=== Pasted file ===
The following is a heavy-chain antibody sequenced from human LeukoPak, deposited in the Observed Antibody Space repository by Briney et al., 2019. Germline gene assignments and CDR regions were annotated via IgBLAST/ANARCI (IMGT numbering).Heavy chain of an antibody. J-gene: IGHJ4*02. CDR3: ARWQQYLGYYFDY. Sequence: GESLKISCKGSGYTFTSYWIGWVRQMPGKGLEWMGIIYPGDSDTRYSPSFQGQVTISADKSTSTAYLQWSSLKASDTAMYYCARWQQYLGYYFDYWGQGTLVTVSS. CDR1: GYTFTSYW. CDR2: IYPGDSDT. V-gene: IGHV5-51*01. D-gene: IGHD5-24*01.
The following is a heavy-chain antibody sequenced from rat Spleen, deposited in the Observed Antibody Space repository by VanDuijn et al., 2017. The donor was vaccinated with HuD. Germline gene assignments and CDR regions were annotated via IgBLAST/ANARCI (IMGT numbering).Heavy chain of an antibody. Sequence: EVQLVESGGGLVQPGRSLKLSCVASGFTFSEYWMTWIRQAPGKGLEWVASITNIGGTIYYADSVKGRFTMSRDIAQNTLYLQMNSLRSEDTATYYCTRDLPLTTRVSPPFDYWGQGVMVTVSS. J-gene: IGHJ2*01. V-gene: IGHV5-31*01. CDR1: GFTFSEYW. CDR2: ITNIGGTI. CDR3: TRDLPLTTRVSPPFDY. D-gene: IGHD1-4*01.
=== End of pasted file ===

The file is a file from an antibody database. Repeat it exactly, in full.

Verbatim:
The following is a heavy-chain antibody sequenced from human LeukoPak, deposited in the Observed Antibody Space repository by Briney et al., 2019. Germline gene assignments and CDR regions were annotated via IgBLAST/ANARCI (IMGT numbering).Heavy chain of an antibody. J-gene: IGHJ4*02. CDR3: ARWQQYLGYYFDY. Sequence: GESLKISCKGSGYTFTSYWIGWVRQMPGKGLEWMGIIYPGDSDTRYSPSFQGQVTISADKSTSTAYLQWSSLKASDTAMYYCARWQQYLGYYFDYWGQGTLVTVSS. CDR1: GYTFTSYW. CDR2: IYPGDSDT. V-gene: IGHV5-51*01. D-gene: IGHD5-24*01.
The following is a heavy-chain antibody sequenced from rat Spleen, deposited in the Observed Antibody Space repository by VanDuijn et al., 2017. The donor was vaccinated with HuD. Germline gene assignments and CDR regions were annotated via IgBLAST/ANARCI (IMGT numbering).Heavy chain of an antibody. Sequence: EVQLVESGGGLVQPGRSLKLSCVASGFTFSEYWMTWIRQAPGKGLEWVASITNIGGTIYYADSVKGRFTMSRDIAQNTLYLQMNSLRSEDTATYYCTRDLPLTTRVSPPFDYWGQGVMVTVSS. J-gene: IGHJ2*01. V-gene: IGHV5-31*01. CDR1: GFTFSEYW. CDR2: ITNIGGTI. CDR3: TRDLPLTTRVSPPFDY. D-gene: IGHD1-4*01.